Rudolf Bannasch


Morphological intelligence in bionic applications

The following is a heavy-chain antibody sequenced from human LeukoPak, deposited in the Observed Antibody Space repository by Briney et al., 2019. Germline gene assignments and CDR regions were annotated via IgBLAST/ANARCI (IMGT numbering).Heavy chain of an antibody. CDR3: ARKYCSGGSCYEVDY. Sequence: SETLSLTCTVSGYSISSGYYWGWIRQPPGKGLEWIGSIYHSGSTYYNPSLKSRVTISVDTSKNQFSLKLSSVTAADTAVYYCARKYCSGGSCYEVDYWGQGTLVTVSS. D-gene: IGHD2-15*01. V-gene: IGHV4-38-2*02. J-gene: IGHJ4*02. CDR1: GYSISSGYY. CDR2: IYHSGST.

Looking at the functional anatomy of living organisms trough the eyes of an engineer one can discover a wealth of inspiring, evolutionary optimised and practically well proven structural solutions suitable to stimulate also a new concept for the development of modern high-tech constructions. The talk will give some examples to illustrate how nature makes use of elastic materials and self-adaptive structures in order to increase functional reliability and fault tolerance dramatically as well as to reduce weight, energy consumption and neuronal control in operation. The application of similar concepts to engineering lead to an approach recently characterized by terms like “intelligent embodiment” or “morphological intelligence”. Artificial covering feathers were successfully tested in aircrafts to prevent stall in crucial flight manoeuvres by blocking the reverse flow at the suction side of the wings at high angles of attack. The unusual self-adaptive behaviour of fish fins (Fin Ray Effect ®) lead to a new concept in adaptive wing profiles and facilitated the design of an artificial manta ray with a very “organic” swimming behaviour. Other useful applications of the Fin Ray Effect ® are e.g. a backrest self-adapting to the shape of the human body and a new type of grippers able to handle fragile objects with variable shapes. Finally, a life-sized humanoid robot with artificial muscles will demonstrate how man and robots can gently work together in the future.